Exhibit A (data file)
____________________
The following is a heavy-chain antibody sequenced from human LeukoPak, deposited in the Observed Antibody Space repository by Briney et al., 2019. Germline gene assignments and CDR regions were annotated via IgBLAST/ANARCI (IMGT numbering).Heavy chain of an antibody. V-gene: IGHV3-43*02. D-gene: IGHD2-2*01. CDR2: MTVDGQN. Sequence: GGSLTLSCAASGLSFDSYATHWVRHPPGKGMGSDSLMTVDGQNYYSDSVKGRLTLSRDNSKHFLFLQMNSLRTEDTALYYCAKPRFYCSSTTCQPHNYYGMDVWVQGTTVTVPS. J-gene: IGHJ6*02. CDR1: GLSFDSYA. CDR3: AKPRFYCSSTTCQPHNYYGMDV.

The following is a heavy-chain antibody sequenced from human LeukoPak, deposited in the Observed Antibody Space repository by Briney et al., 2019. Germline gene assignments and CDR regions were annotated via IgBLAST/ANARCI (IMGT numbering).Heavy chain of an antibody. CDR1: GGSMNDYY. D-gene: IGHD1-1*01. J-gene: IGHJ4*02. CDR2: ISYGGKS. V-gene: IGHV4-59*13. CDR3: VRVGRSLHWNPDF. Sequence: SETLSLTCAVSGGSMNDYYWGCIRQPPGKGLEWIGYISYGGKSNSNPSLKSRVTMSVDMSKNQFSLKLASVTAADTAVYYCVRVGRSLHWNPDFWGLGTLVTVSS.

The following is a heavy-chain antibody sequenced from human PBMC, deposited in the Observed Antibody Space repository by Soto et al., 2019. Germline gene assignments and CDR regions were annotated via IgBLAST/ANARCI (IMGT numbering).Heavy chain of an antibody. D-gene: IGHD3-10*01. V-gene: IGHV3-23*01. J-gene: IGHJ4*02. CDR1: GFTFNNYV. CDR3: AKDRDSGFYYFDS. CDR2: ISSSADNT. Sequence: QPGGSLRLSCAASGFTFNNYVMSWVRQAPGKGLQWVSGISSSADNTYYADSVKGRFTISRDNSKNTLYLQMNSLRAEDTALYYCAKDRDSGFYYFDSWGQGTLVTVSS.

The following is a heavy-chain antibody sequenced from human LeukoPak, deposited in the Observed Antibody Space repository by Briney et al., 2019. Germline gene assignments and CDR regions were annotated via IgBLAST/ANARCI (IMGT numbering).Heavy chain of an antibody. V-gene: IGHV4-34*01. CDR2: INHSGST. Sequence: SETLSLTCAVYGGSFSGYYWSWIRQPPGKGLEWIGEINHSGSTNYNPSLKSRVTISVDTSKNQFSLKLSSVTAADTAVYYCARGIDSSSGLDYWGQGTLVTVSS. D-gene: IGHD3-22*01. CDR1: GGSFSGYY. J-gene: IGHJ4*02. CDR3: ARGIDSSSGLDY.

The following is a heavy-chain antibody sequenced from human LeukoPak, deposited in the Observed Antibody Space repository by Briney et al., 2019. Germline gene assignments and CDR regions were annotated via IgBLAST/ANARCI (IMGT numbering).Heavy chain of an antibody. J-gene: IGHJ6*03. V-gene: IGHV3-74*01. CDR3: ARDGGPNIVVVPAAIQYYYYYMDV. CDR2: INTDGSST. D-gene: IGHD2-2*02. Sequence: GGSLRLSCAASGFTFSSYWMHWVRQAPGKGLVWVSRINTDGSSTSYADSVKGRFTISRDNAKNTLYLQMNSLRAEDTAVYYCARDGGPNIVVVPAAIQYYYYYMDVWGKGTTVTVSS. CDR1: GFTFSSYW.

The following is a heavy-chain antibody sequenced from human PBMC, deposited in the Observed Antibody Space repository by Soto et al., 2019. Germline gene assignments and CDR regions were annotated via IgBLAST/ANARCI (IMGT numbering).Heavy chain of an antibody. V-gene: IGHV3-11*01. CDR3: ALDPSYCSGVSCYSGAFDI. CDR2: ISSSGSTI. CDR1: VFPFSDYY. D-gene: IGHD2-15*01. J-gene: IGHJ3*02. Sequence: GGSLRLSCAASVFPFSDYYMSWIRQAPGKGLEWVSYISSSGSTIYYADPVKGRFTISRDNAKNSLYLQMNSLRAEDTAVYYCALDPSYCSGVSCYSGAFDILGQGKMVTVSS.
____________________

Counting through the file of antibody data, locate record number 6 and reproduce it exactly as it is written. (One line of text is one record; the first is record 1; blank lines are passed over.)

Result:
The following is a heavy-chain antibody sequenced from human PBMC, deposited in the Observed Antibody Space repository by Soto et al., 2019. Germline gene assignments and CDR regions were annotated via IgBLAST/ANARCI (IMGT numbering).Heavy chain of an antibody. V-gene: IGHV3-11*01. CDR3: ALDPSYCSGVSCYSGAFDI. CDR2: ISSSGSTI. CDR1: VFPFSDYY. D-gene: IGHD2-15*01. J-gene: IGHJ3*02. Sequence: GGSLRLSCAASVFPFSDYYMSWIRQAPGKGLEWVSYISSSGSTIYYADPVKGRFTISRDNAKNSLYLQMNSLRAEDTAVYYCALDPSYCSGVSCYSGAFDILGQGKMVTVSS.